Brown received an Honorary Degree of Doctor of Humane Letters from Bellarmine University and is a member of the Junior Achievement Hall of Fame. She received the National Conference of Christians and Jews Award, the City of Louisville Historic Preservation Award, the Cathedral of the Assumption’s Monsignor Michael Bouchet Award, the Kentuckiana Interfaith Community Faith in Community Service Award, the Junior League Founder’s Award and was the 1993 Louisvillian of the Year.

The Brown family business is Brown-Forman.

Brown was married to Owsley Brown II until his untimely death in 2011, and their family also includes Owsley Brown III, his wife, Victoire Reynal and their children Chiara Shalimar Reynal Brown, William Owsley Brown and Catalina Christina Brown; Brooke Brown Barzun, her husband, Ambassador Matthew Winthrop Barzun and their children, Eleanor Conley Barzun, Jacques Martin Barzun II and Charles Winthrop Barzun; and Augusta Brown Holland, her husband, John Gill Holland Jr., and their children, Cora Gill Holland, Owsley Brown Holland and Lilla Brooke Holland.

“Blanche B. Ottenheimer clearly was such an exceptional leader, there is no question that this honor will absolutely inspire me for years and years to come.”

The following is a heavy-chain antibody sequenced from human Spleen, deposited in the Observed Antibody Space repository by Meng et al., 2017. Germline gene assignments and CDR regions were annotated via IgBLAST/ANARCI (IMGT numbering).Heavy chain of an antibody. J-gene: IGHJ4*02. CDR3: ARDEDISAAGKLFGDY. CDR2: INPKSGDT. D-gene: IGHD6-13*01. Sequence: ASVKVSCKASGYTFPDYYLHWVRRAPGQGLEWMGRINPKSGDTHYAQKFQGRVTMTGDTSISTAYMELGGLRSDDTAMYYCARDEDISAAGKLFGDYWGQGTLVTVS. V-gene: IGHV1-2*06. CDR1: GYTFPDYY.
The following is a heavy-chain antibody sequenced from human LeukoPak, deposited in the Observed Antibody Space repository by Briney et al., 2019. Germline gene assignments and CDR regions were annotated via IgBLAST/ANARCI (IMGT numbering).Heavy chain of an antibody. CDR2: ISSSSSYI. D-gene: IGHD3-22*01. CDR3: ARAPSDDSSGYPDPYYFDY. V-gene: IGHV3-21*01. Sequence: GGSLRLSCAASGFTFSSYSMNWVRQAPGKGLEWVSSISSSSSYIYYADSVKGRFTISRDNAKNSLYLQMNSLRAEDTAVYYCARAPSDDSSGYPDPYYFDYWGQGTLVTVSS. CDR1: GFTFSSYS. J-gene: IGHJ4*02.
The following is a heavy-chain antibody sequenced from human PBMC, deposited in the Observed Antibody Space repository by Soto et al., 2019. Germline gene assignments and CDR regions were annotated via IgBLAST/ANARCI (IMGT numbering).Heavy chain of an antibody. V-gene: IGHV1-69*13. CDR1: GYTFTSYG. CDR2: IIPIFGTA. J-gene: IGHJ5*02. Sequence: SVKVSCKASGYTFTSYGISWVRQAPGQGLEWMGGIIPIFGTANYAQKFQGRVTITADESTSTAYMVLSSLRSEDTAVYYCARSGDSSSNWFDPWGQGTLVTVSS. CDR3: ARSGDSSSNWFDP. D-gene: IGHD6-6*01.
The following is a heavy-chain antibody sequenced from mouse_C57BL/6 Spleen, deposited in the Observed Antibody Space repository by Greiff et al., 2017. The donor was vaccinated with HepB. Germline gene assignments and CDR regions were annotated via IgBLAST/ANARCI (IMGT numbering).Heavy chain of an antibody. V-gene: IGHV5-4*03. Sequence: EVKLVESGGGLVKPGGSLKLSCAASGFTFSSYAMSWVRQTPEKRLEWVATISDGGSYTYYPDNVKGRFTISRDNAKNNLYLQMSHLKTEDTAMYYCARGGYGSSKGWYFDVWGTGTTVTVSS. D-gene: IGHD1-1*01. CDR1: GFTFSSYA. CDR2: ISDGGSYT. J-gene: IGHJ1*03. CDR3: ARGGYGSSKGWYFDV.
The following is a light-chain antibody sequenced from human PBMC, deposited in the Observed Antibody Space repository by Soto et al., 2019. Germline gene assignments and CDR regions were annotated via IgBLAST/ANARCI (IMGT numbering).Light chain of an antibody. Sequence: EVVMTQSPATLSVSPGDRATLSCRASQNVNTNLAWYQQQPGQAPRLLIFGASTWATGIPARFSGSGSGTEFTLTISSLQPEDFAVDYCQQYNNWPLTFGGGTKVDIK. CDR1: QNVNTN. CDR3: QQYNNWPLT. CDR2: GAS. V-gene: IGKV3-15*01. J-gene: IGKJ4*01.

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JCL Salutes Volunteers at Annual Meeting Wed, 01 Jul 2015 17:35:27 +0000 Read More >]]> (see full photo gallery below)

When Rabbi Gaylia Rooks delivered the invocation at the 2015 Annual Meeting of the Jewish Community of Louisville on Sunday, June 14, at the JCC, she set the tone for the gathering, congratulating the award winners for their accomplishments, the JCL for a great year, and asking that the gathering be for the sake of peace, righteousness, justice, friendship, dignity and respect.

The majority of the meeting was a celebration of this year’s award winners. They are people who have put others first and worked for the good of the community. They are people who have stepped up and taken leadership responsibility and when called on to help have answered, “Here I am.”

JCL Annual Meeting 2015-23Ottenheimer Award
Roanne Victor and 2015 Blanche B. Ottenheimer Award Winner Christy Brown have been friends for many years. She described Brown and her husband, Owsley Brown II, z”l, as “a dynamic couple. They were both so full of energy with so much interest in absolutely everything. They were smart, good looking and generous. Their goal was and still is to make Louisville the best place in the world to live.